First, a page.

President proposes Quebec-style Clarity Act with Spain on referendum conditions

New inflation-tackling measures include €100 per student, housing grants for young people, and expansion of T-Jove travel card to 30-year-olds

Catalan president Pere Aragonès in parliament for the general policy debate on September 27, 2022
Catalan president Pere Aragonès in parliament for the general policy debate on September 27, 2022 / Job Vermeulen

Cillian Shields & Gerard Escaich Folch | Barcelona

September 27, 2022 01:06 PM

September 27, 2022 10:38 PM

The Catalan president has put forward a new proposal to the Spanish government regarding the independence conflict.

Pere Aragonès announced the proposal of what he termed as a 'clarity agreement' with "the maximum support and involvement from the Catalan society," he said during his opening speech in the general policy debate on Tuesday in the parliament.

The ERC figurehead used the example of Quebec and Canada as a way to follow. In 2000, Quebec and the federal government of the country reached an agreement over a potential future referendum on the condition that it is backed by a clear majority, be based on an unambiguous question, and have the approval of the House of Commons.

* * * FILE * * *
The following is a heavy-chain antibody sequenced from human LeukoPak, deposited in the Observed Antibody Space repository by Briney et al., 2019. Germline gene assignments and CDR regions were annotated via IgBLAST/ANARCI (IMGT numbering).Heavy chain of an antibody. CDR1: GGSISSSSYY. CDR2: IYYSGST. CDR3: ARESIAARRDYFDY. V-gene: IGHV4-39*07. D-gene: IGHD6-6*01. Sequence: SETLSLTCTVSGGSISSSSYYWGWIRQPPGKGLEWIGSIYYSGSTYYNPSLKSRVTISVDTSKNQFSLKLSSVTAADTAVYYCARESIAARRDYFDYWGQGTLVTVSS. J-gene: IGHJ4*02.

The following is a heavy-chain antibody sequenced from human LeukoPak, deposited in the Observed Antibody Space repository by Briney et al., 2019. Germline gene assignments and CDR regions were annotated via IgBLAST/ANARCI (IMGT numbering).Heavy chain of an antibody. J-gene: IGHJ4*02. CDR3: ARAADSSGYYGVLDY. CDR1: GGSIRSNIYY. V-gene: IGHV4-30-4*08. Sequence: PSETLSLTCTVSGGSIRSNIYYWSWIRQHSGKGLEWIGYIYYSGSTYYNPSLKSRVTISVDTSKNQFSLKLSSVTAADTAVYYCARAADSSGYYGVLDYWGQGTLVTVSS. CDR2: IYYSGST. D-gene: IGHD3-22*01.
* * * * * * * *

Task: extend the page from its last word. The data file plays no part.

The president considers that the independence movement will be better prepared to defend its position to Spain once a wider consensus is reached in Catalonia, and will also be "more legitimate" in the eyes of the international community. 


Araonès insisted that this is the "fastest and most efficient" way to vote again. 

The clarity agreement will establish "when and how Catalonia can decide on its future," he explained before adding "as Canada and Quebec have done, and as the UK and Scotland did and, I am convinced, will do again."

The idea behind Aragonès's proposal is to set in motion what Catalan society "has learned since autumn 2017 and surpass those difficulties that did not allow us to become independent five years ago." 

"Only a legitimate and agreed referendum can replace the October 1 [2017] independence vote," he continued, before adding that the objective is to hold a "definitive referendum" that serves to turns citizens' decisions into "political consequences."